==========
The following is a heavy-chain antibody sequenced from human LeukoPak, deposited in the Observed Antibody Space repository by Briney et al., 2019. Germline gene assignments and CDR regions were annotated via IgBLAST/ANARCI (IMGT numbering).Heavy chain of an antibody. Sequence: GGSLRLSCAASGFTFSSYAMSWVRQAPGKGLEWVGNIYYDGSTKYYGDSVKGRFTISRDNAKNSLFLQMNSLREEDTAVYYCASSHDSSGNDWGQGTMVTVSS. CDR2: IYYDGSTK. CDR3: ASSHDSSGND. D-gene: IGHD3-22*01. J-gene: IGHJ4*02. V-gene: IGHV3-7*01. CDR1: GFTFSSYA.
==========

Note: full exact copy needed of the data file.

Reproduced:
The following is a heavy-chain antibody sequenced from human LeukoPak, deposited in the Observed Antibody Space repository by Briney et al., 2019. Germline gene assignments and CDR regions were annotated via IgBLAST/ANARCI (IMGT numbering).Heavy chain of an antibody. Sequence: GGSLRLSCAASGFTFSSYAMSWVRQAPGKGLEWVGNIYYDGSTKYYGDSVKGRFTISRDNAKNSLFLQMNSLREEDTAVYYCASSHDSSGNDWGQGTMVTVSS. CDR2: IYYDGSTK. CDR3: ASSHDSSGND. D-gene: IGHD3-22*01. J-gene: IGHJ4*02. V-gene: IGHV3-7*01. CDR1: GFTFSSYA.